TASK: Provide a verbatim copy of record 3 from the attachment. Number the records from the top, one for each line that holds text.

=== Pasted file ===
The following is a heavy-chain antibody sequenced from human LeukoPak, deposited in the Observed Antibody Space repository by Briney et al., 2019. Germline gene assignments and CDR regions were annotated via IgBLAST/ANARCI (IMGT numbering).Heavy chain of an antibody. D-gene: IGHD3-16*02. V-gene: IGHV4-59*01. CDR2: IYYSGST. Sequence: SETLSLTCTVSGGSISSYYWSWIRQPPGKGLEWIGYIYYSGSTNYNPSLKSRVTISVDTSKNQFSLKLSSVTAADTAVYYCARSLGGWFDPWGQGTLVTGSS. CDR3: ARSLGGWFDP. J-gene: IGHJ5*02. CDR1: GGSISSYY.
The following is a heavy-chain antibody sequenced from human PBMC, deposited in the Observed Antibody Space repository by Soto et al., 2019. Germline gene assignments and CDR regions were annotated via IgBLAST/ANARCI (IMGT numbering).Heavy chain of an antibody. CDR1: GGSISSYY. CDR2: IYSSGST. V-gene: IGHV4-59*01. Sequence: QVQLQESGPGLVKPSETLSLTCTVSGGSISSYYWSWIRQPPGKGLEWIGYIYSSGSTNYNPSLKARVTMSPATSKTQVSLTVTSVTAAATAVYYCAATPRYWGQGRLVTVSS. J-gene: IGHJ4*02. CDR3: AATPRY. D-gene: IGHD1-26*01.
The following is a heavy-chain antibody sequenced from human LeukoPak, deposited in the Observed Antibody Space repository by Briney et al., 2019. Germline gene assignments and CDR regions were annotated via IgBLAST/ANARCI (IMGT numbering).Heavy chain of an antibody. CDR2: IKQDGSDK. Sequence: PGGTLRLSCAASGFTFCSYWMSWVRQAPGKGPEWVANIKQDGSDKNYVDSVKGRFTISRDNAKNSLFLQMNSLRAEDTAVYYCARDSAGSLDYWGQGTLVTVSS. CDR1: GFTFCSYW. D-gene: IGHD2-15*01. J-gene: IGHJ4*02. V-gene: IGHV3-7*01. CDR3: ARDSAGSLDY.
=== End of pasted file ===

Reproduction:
The following is a heavy-chain antibody sequenced from human LeukoPak, deposited in the Observed Antibody Space repository by Briney et al., 2019. Germline gene assignments and CDR regions were annotated via IgBLAST/ANARCI (IMGT numbering).Heavy chain of an antibody. CDR2: IKQDGSDK. Sequence: PGGTLRLSCAASGFTFCSYWMSWVRQAPGKGPEWVANIKQDGSDKNYVDSVKGRFTISRDNAKNSLFLQMNSLRAEDTAVYYCARDSAGSLDYWGQGTLVTVSS. CDR1: GFTFCSYW. D-gene: IGHD2-15*01. J-gene: IGHJ4*02. V-gene: IGHV3-7*01. CDR3: ARDSAGSLDY.